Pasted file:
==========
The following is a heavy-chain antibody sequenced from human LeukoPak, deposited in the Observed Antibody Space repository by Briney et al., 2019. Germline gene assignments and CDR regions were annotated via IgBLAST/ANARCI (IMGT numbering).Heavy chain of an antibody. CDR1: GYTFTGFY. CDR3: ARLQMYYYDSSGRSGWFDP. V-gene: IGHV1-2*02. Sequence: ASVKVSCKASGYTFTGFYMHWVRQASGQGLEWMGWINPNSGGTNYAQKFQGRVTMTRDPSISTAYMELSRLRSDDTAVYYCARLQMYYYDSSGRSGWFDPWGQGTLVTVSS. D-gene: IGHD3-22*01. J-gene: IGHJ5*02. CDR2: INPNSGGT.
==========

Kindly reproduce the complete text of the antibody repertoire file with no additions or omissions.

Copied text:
The following is a heavy-chain antibody sequenced from human LeukoPak, deposited in the Observed Antibody Space repository by Briney et al., 2019. Germline gene assignments and CDR regions were annotated via IgBLAST/ANARCI (IMGT numbering).Heavy chain of an antibody. CDR1: GYTFTGFY. CDR3: ARLQMYYYDSSGRSGWFDP. V-gene: IGHV1-2*02. Sequence: ASVKVSCKASGYTFTGFYMHWVRQASGQGLEWMGWINPNSGGTNYAQKFQGRVTMTRDPSISTAYMELSRLRSDDTAVYYCARLQMYYYDSSGRSGWFDPWGQGTLVTVSS. D-gene: IGHD3-22*01. J-gene: IGHJ5*02. CDR2: INPNSGGT.